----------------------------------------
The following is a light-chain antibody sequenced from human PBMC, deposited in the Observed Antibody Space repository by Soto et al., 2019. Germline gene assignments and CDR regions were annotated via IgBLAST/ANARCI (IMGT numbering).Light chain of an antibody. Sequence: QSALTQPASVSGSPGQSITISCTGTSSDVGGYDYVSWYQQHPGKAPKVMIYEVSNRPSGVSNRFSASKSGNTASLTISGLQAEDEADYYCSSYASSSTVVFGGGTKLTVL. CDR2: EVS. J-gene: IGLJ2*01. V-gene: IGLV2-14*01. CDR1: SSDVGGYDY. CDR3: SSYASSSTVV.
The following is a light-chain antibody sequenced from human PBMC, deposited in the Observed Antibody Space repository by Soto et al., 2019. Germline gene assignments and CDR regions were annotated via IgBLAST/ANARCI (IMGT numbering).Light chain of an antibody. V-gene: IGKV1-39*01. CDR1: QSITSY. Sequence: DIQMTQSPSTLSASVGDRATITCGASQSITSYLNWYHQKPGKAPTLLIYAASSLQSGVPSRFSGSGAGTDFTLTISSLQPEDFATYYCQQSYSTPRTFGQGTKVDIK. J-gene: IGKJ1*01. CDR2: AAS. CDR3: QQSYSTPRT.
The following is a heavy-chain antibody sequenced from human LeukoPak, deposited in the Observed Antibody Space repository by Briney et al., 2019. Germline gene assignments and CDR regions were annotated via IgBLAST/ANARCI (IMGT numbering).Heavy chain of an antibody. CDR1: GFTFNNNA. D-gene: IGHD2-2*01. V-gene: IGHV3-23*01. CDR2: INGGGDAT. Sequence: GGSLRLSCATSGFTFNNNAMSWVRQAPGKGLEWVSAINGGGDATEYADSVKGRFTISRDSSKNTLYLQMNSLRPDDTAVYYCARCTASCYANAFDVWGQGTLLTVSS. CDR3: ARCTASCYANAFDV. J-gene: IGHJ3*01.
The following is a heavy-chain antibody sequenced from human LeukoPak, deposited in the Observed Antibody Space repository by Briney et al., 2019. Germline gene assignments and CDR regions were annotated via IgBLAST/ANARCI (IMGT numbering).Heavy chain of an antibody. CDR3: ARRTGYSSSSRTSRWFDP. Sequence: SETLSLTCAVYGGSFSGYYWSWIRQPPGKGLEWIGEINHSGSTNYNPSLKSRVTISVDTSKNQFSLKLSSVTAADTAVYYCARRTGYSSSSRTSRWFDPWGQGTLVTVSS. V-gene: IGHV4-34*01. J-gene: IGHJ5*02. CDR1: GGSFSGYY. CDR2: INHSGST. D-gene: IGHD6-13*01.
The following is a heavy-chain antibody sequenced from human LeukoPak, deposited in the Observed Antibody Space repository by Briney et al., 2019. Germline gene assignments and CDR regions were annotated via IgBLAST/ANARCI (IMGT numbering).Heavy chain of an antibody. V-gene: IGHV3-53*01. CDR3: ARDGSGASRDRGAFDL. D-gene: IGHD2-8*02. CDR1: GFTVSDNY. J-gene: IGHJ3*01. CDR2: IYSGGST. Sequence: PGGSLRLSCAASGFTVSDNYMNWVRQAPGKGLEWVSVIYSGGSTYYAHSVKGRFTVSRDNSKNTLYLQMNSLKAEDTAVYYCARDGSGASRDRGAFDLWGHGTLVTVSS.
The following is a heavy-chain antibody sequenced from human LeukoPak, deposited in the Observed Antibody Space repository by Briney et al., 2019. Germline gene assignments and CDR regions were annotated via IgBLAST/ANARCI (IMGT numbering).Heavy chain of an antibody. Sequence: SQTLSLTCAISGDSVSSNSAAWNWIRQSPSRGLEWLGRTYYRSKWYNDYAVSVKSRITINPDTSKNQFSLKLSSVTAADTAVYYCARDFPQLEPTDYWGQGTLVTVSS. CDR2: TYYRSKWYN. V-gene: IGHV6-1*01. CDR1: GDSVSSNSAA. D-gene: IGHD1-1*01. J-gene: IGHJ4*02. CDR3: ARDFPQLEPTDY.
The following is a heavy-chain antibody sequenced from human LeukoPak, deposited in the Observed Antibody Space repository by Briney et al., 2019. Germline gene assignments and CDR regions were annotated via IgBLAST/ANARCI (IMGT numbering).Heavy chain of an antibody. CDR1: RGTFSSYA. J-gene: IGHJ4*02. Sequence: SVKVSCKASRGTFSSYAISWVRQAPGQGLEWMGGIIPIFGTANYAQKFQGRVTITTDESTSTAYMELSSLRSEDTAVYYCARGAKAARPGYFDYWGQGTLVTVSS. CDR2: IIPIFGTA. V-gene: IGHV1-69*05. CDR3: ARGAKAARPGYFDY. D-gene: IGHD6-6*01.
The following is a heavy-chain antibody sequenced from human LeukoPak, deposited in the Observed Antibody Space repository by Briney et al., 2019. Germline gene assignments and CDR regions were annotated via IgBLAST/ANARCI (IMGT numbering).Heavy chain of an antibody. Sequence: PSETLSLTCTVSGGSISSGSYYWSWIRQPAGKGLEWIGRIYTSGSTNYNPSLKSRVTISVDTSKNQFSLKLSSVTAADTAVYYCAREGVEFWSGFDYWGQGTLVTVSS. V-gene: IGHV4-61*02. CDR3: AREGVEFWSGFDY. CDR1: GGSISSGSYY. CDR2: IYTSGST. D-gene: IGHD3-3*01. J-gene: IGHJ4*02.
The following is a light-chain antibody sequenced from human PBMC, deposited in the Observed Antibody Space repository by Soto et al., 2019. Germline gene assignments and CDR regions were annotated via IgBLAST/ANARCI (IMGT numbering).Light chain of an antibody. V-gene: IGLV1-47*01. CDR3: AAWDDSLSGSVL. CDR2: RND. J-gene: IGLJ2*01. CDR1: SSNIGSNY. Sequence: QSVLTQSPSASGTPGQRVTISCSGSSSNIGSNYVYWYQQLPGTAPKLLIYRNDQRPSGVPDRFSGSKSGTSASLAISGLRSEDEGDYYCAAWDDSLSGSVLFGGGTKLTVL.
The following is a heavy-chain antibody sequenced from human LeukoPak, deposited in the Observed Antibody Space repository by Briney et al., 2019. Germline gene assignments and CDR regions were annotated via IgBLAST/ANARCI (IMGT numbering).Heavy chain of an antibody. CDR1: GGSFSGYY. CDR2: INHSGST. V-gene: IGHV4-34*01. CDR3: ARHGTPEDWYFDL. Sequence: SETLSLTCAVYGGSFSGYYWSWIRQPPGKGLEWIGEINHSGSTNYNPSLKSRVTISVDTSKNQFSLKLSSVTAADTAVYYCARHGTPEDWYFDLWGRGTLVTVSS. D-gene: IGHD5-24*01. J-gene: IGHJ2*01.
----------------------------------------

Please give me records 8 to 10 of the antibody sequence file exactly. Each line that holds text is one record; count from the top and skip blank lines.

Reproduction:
The following is a heavy-chain antibody sequenced from human LeukoPak, deposited in the Observed Antibody Space repository by Briney et al., 2019. Germline gene assignments and CDR regions were annotated via IgBLAST/ANARCI (IMGT numbering).Heavy chain of an antibody. Sequence: PSETLSLTCTVSGGSISSGSYYWSWIRQPAGKGLEWIGRIYTSGSTNYNPSLKSRVTISVDTSKNQFSLKLSSVTAADTAVYYCAREGVEFWSGFDYWGQGTLVTVSS. V-gene: IGHV4-61*02. CDR3: AREGVEFWSGFDY. CDR1: GGSISSGSYY. CDR2: IYTSGST. D-gene: IGHD3-3*01. J-gene: IGHJ4*02.
The following is a light-chain antibody sequenced from human PBMC, deposited in the Observed Antibody Space repository by Soto et al., 2019. Germline gene assignments and CDR regions were annotated via IgBLAST/ANARCI (IMGT numbering).Light chain of an antibody. V-gene: IGLV1-47*01. CDR3: AAWDDSLSGSVL. CDR2: RND. J-gene: IGLJ2*01. CDR1: SSNIGSNY. Sequence: QSVLTQSPSASGTPGQRVTISCSGSSSNIGSNYVYWYQQLPGTAPKLLIYRNDQRPSGVPDRFSGSKSGTSASLAISGLRSEDEGDYYCAAWDDSLSGSVLFGGGTKLTVL.
The following is a heavy-chain antibody sequenced from human LeukoPak, deposited in the Observed Antibody Space repository by Briney et al., 2019. Germline gene assignments and CDR regions were annotated via IgBLAST/ANARCI (IMGT numbering).Heavy chain of an antibody. CDR1: GGSFSGYY. CDR2: INHSGST. V-gene: IGHV4-34*01. CDR3: ARHGTPEDWYFDL. Sequence: SETLSLTCAVYGGSFSGYYWSWIRQPPGKGLEWIGEINHSGSTNYNPSLKSRVTISVDTSKNQFSLKLSSVTAADTAVYYCARHGTPEDWYFDLWGRGTLVTVSS. D-gene: IGHD5-24*01. J-gene: IGHJ2*01.